An initial investigation suggested Capt Gelman was fatally wounded as a result of the fire, it added.” [emphasis added]

Whilst Eliav Gelman is named in the article, as is usually the rule in BBC reporting on Israeli victims of terror, no further personalising details are provided.

The report subsequently promotes a false notion of equivalence by describing the wave of terror attacks against Israelis which began last October as “violence between Israelis and Palestinians”.

“Gush Etzion, a bloc of Jewish settlements located between Jerusalem and Hebron, has been one of the focal points of a five-month surge in violence between Israelis and Palestinians.”

Additional sections of the article include the now template – but superfluous – qualification of the circumstances in which the majority of attackers have been killed.

“At least 27 Israelis have been killed in a wave of stabbing, shooting or car-ramming attacks by Palestinians or Israeli Arabs since October.

More than 160 Palestinians – mostly attackers, Israel says – have also been killed in that period.” [emphasis added]

Notably, just six days previously the BBC had told its audiences that:

“Since October, 30 Israelis have been killed in stabbing, shooting or car-ramming attacks by Palestinians or Israeli Arabs.”

This is not the first time that we have seen inconsistent BBC reporting of Israeli fatalities. As was noted here on February 16th when the BBC reported that “26 Israelis have been killed since October 2015”:

“Oddly, on January 26th the BBC reported the number of Israelis killed in terror attacks since October as being 28 and on February 11th the number twenty-nine was used.” 

It is difficult to understand why the corporation’s journalists find it so difficult to report this subject accurately and consistently, especially given that the information is easily located.

Several hours after its initial publication the article was amended to include the 163 word-long promotion of a report (including a link) produced by what it portrays as “two Israeli human rights groups”.

“Also on Wednesday, two Israeli human rights groups released a report in which they said dozens of Palestinian detainees being held at an Israeli detention facility had been subjected to mistreatment, and in some cases torture.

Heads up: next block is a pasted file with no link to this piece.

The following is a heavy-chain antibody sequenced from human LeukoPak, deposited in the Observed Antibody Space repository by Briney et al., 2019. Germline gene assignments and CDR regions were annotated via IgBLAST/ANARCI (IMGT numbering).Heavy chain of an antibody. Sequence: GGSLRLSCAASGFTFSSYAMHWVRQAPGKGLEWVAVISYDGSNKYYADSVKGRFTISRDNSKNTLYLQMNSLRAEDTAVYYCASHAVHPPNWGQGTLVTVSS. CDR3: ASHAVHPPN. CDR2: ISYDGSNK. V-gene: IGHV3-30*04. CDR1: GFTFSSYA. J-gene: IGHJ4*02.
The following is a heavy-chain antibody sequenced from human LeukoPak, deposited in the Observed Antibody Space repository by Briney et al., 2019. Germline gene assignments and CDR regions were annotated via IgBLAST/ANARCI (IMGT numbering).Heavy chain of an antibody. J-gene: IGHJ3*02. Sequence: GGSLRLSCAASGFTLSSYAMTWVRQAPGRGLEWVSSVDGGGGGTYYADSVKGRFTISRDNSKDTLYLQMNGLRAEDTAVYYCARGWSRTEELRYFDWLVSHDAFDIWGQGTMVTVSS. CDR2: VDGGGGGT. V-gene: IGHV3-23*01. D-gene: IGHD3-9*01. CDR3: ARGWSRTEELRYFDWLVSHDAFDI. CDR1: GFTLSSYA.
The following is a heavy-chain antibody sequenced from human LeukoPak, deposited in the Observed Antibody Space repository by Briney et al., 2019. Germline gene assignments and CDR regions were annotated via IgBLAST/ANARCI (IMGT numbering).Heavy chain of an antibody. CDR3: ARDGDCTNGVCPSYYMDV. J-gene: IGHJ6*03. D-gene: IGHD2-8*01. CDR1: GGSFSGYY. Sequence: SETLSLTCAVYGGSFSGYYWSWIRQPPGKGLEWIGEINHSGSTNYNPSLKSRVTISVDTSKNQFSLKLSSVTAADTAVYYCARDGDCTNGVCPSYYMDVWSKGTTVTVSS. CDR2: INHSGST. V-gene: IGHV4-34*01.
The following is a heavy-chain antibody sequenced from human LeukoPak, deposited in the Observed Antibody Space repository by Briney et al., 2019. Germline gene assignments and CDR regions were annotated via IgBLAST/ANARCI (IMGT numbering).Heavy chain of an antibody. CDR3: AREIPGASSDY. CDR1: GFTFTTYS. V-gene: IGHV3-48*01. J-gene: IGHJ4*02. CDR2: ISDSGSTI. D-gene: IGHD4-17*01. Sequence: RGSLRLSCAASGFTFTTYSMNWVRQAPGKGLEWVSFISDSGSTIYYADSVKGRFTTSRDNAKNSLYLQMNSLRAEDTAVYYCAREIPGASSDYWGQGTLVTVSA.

The groups, B’Tselem and HaMoked, presented accounts from 116 detainees about conditions at the Shikma interrogation facility, run by the Israeli Shin Bet internal security agency.”

As usual – and despite the relevant clauses in the editorial guidelines on impartiality – no effort is made to inform readers of the political agendas of the foreign-funded NGOs B’tselem and Hamoked which produced the report that the BBC has elected to amplify.

Related Articles:

Template BBC News report on Sha’ar Binyamin terror attack

Punctuation, qualification and ‘he said/she said’ reporting mar BBC report on terror attacks

BBC News reports Jerusalem terror attack with politicised description of location

BBC News belatedly reports fatal terror attack, ignores praise from Abbas’ Fatah

Political designation of terror attack location again gets priority from BBC News

Another fatal terror attack; another miserable BBC News headline

Will the BBC report Iranian ‘terror grants’ pledge?

As has been noted here before, back in July 2015, BBC coverage of the P5+1 deal with Iran included assurances from some of the corporation’s senior correspondents that funds freed up by sanctions relief would be used by the Iranian regime to improve the country’s economy.

“President Rouhani was elected because people hoped that he would end Iran’s isolation and thus improve the economy. So the windfall that they will be getting eventually, which is made up of frozen revenues – oil revenues especially –around the world, ah…there are people who argue that look; that will go to try to deal with loads and loads of domestic economic problems and they’ll have trouble at home if they don’t do that. If people – the argument goes on – are celebrating in Iran about the agreement, it’s not because they’ll have more money to make trouble elsewhere in the region; it’s because things might get better at home.” Jeremy Bowen, PM, BBC Radio 4, July 14th, 2015

“In exchange it [Iran] will get a lot. It will get a release of the punishing sanctions. We heard from Hassan Rouhani saying as Iran always says that the sanctions did not succeed but he conceded that they did have an impact on the everyday lives of Iranians. There’s an estimate that some $100 billion will, over time, once Iran carries out its implementation of this agreement, will be released into the Iranian economy.”  Lyse Doucet, Newshour, BBC World Service radio, July 14th, 2015.